Putting the Talmud on Trial in Medieval France

Oct. 31 2017

In 1239, Pope Gregory IX informed the church hierarchy in France of the alleged threat posed by the Talmud, the contents of which had recently begun to be discovered by clerical scholars. The next year a public trial was held for the holy book in Paris. A newly published volume, The Trial of the Talmud, contains translations of contemporary documents related to the event along with historical essays and commentary. Sarah Ifft Decker writes in her review:

Nicholas Donin, a convert to Christianity who had received an extensive Jewish education, claimed that the Talmud was a human creation that the Jews valued over the Torah, and that it moreover contained blasphemous and anti-Christian teachings. If proved true, such accusations would justify banning the Talmud—a major blow to Jewish religious practice. Despite the efforts of Rabbi Yeḥiel of Paris, a scholar who acted as the chief Jewish representative, Donin proved his charges to the satisfaction of a hostile Christian jury, and copies of the Talmud were burned [publicly] in 1241 or 1242. . . .

Undoubtedly, the event had a significant emotional impact on those Jews living in Paris in the 1240s who witnessed the trial and subsequent burning of copies of the Talmud. A lament by Meir of Rothenburg, [a leading rabbinic authority of the era], highlights the trauma experienced by these Jewish witnesses, whom he describes as “mourners” of a personified Talmud. He refers repeatedly to the fire that consumed the Talmud before their eyes, transforming into text the persistent memory of that fire in the minds of mourners. . . .

However, the condemnation and burning of the Talmud resulted in little real change in Jewish religious practice. . . . [R]abbinic Judaism centered on the Talmud continued, as did Jewish intellectual activity linked to talmudic exegesis. Given that Pope Innocent IV referred to the continued Jewish use of the Talmud as late as 1244, Jews outside of Paris, and certainly outside France, still had copies of the Talmud. Enterprising or lucky Parisian Jewish scholars may even have preserved a few copies despite repeated searches and burnings.

The most important practical change wrought directly by the trial, [as one of the volume’s editors, Robert] Chazan argues, was a new impetus toward Jewish self-censorship. Previously, Jews had felt confident that use of the Hebrew language would keep their texts safe from prying Christian eyes. The trial of the Talmud made it very clear that the use of Hebrew would no longer protect them.

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Read more at Marginalia

More about: Anti-Semitism, French Jewry, History & Ideas, Jewish-Catholic relations, Middle Ages, Talmud

Who Changed the Term “Nakba” into a Symbol of Arab Victimization?

April 19 2019

In contemporary Palestinian discourse, not to mention that of the Palestinians’ Western supporters, the creation of the state of Israel is known as the Nakba, or catastrophe—sometimes explicitly compared with the Holocaust. The very term has come to form a central element in a narrative of passive Palestinian suffering at Jewish hands. But when the Syrian historian Constantin Zureiq first used the term with regard to the events of 1948, he meant something quite different, and those responsible for changing its meaning were none other than Israelis. Raphael Bouchnik-Chen explains:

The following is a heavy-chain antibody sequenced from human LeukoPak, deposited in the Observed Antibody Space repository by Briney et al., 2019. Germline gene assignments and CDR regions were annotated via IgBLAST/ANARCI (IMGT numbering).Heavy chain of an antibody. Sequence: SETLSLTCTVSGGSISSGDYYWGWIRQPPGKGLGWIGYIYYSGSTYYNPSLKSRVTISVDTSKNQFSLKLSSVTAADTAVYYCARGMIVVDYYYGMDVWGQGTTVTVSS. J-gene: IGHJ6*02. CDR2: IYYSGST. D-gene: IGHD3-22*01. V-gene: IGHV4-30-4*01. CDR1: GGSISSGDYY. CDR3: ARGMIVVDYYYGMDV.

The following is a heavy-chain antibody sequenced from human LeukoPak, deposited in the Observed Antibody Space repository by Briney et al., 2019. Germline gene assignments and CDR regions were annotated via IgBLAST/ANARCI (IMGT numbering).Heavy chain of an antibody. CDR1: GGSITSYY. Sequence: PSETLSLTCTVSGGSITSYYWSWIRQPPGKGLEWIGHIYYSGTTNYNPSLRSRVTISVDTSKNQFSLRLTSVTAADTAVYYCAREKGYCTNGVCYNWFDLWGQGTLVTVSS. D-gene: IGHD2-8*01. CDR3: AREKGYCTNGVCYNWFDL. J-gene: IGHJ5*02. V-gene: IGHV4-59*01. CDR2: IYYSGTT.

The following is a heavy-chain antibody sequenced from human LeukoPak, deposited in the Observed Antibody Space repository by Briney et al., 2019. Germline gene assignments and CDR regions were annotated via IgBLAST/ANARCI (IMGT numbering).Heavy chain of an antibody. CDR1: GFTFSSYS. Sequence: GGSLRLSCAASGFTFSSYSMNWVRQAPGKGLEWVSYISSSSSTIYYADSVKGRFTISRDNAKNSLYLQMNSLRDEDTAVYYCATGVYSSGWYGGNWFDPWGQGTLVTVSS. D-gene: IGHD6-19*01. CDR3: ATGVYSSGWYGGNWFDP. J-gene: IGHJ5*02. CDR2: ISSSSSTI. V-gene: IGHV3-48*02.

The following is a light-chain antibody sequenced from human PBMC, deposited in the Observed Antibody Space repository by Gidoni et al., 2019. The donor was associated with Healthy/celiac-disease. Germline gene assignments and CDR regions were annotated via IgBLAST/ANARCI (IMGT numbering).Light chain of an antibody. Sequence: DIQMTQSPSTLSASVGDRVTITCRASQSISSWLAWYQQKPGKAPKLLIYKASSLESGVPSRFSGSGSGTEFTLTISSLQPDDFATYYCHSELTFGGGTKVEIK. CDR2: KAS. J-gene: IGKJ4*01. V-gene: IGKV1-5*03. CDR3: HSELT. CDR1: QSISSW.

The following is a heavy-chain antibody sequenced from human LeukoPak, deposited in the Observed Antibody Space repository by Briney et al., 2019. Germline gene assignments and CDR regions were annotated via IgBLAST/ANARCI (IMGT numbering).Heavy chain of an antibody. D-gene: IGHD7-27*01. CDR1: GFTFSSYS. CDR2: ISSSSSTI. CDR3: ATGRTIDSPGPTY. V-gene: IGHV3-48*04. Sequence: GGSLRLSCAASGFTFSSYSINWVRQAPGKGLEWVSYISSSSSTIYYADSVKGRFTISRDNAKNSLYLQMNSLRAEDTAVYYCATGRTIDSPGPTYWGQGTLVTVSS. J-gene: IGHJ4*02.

In his 1948 pamphlet The Meaning of the Disaster (Ma’na al-Nakba), Zureiq attributed the Palestinian/Arab flight to the stillborn pan-Arab assault on the nascent Jewish state rather than to a premeditated Zionist design to disinherit the Palestinian Arabs. “We [Arabs] must admit our mistakes,” [he wrote], “and recognize the extent of our responsibility for the disaster that is our lot.” . . . In a later book, The Meaning of the Catastrophe Anew, published after the June 1967 war, he defined that latest defeat as a “Nakba,” . . . since—just as in 1948—it was a self-inflicted disaster emanating from the Arab world’s failure to confront Zionism. . . .

It was only in the late 1980s that it began to be widely perceived as an Israeli-inflicted injustice. Ironically, it was a group of politically engaged, self-styled Israeli “new historians” who provided the Palestinian national movement with perhaps its best propaganda tool by turning the saga of Israel’s birth upside down, with aggressors turned into hapless victims, and vice-versa, on the basis of massive misrepresentation of archival evidence.

While earlier generations of Palestinian academics and intellectuals had refrained from exploring the origins of the 1948 defeat, the PLO chairman Yasir Arafat, who was brought to Gaza and the West Bank as part of the 1993 Oslo Accords and was allowed to establish his Palestinian Authority (PA) in parts of those territories, grasped the immense potential of reincarnating the Nakba as a symbol of Palestinian victimhood rather than a self-inflicted disaster. In 1998, he proclaimed May 15 a national day of remembrance of the Nakba. In subsequent years, “Nakba Day” has become an integral component of the Palestinian national narrative and the foremost event commemorating their 1948 “catastrophe.”

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More about: Arab World, Israeli-Palestinian Conflict, New historians, Yasir Arafat